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Saudi aviation student opens fire at Florida Naval base, killing 3

Deadly attack at Naval Air Station Pensacola
Pensacola shooting suspect was in the U.S. for aviation training 03:20

Four people are dead, including the gunman, after a shooting Friday morning at Naval Air Station Pensacola, authorities said. Several other people were injured, including two sheriff's deputies who engaged the shooter.

The suspect was a member of the Saudi Air Force and an aviation student at the base, officials confirmed at a press conference Friday. CBS News has learned the suspect's name is Mohammed Saeed Alshamrani, although the FBI said they would not confirm a name during a Friday night press conference.

The Pentagon told CBS News that the shooter had been in the country since August 2017 pursuant to a U.S. Air Force Foreign Military Sales training case funded by the Kingdom of Saudi Arabia and that he was scheduled to stay until August 2020. He was enrolled in English, basic aviation, and initial pilot training at the station, the Pentagon added. 

Investigators are trying to determine how a foreign national obtained a handgun, which is prohibited by law, and carried it onto the base. FBI special agent in charge Rachel Rojas said officials have not yet determined a motive for the shooting. 

U.S. Attorney for the Northern District of Florida Larry Keefe said officials were working tirelessly to uncover more information. "We will be absolutely relentless," he said, adding "We will not stop, we will work 24/7, there is nothing more important than this to us."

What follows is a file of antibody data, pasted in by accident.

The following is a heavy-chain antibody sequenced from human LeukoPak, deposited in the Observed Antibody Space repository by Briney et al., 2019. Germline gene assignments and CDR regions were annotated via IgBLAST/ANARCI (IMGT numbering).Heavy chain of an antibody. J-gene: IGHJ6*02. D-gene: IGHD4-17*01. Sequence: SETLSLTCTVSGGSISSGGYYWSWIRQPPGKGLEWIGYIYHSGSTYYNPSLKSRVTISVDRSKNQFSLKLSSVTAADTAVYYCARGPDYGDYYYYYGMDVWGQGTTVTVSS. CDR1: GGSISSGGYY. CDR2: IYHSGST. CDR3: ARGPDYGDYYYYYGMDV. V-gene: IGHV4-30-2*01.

Federal law enforcement sources confirmed to CBS News' Jeff Pegues that investigators have talked to other Saudi nationals in connection with the shooting. The sources said no one has been detained, and no one else is being called a suspect at this time. 

According to the Middle East Media Research Institute, someone matching the shooter's identity had an online footprint, including a Twitter post that criticized America's support for Israel.

"O American people, I'm not against you for being American, I don't hate you because your freedoms, I hate you because every day you supporting, funding and committing crimes not only against Muslims but also humanity," the post read.

"What I see from America is the supporting of Israel which is invasion of Muslim countrie (sic), I see invasion of many countries by it's troops, I see Guantanamo Bay. I see cruise missiles, cluster bombs and UAV."

Base commander Captain Tim Kinsella explained that the base has a longstanding program to train military students from ally nations. Military from around the world go to the base for flight training.

"There's always been international students training here," Kinsella told reporters. "He was in the aviation pipeline ... training in aviation."

The Pentagon said that there are currently 5,181 foreign students from 153 countries in the United States for Department of Defense security cooperation related training. 

President Trump said Friday that Saudi King Salman called to express his condolences and sympathies.